“Brian Willson’s courage, integrity, and dedication to peace and justice and to a sustainable society have been an inspiration to all of those who seek to change the course on which we are lurching towards destruction. His memoir should be read and pondered, and its lessons should be taken to heart by those who hope to create a more decent world.” —Noam Chomsky

“Brian Willson has lived one of the more interesting and inspiring lives of any peace activist in recent American history. His story deserves to be read and absorbed by people of all persuasions: militarists as well as anti-militarists.” —Peter Dale Scott, author of The War Conspiracy

“No one has gone deeper into the heart of American militarism and moral despair than Brian Willson, paying an immeasurable cost, only to come out intact on the other side. His brilliant extended reflection not
only gives us light but also hope: this is what it means to be an upright human being in a world of violence and lies. He can’t be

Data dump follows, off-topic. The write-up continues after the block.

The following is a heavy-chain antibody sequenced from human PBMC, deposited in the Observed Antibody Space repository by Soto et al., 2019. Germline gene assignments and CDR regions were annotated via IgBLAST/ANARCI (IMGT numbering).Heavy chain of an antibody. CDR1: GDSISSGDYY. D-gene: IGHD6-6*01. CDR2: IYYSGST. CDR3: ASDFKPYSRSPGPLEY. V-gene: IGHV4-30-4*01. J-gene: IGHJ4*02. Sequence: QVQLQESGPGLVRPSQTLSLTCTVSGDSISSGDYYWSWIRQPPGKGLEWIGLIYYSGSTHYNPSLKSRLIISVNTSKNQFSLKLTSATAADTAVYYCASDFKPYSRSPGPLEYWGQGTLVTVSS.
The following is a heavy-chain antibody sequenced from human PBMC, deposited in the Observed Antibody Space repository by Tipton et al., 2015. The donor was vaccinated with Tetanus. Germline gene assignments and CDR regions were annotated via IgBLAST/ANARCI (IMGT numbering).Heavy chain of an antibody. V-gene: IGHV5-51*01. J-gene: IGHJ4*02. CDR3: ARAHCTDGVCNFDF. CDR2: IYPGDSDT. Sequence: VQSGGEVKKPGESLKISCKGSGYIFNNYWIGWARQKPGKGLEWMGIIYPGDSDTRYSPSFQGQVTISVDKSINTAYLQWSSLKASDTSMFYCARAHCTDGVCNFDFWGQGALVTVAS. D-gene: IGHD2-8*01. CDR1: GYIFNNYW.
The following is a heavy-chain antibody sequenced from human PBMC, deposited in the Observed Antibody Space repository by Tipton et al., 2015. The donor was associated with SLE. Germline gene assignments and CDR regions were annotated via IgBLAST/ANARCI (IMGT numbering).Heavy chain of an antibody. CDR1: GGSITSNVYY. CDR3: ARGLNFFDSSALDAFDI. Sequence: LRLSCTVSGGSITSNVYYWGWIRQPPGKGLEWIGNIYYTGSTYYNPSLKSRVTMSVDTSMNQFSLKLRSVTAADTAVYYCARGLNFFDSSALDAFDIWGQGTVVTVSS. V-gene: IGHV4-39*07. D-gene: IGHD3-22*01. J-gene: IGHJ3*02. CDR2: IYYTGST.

stopped! Thank God Brian Willson has written his story: we Americans
need it desperately.” —Mark Rudd, author of Underground: My Life with SDS and the Weathermen

Brian Willson is a Viet Nam veteran whose wartime experiences transformed him into a revolutionary nonviolent pacifist. He gained renown as a participant in a prominent 1986 veterans fast on the steps of the U.S. Capitol in Washington, D.C. The fast was in response to funding of Reagan’s Contra wars in Central America. One year later, on September 1, 1987, he was again thrust into the public eye when he was run over and nearly killed by a U.S. Navy Munitions train while engaging in a nonviolent blockade in protest of weapons shipments to El Salvador. Since the 1980s he has continued efforts to educate the public about the diabolical nature of U.S. imperialism while striving to “walk his talk” (on two prosthetic legs and a three-wheeled handcycle) by creating a model of right livelihood including a simpler lifestyle.

Daniel Ellsberg is a former United States military analyst who, while employed by the RAND Corporation, precipitated a national political controversy in 1971 when he released the Pentagon Papers, a top-secret Pentagon study of U.S. government decision-making about the Vietnam War, to The New York Times and other newspapers.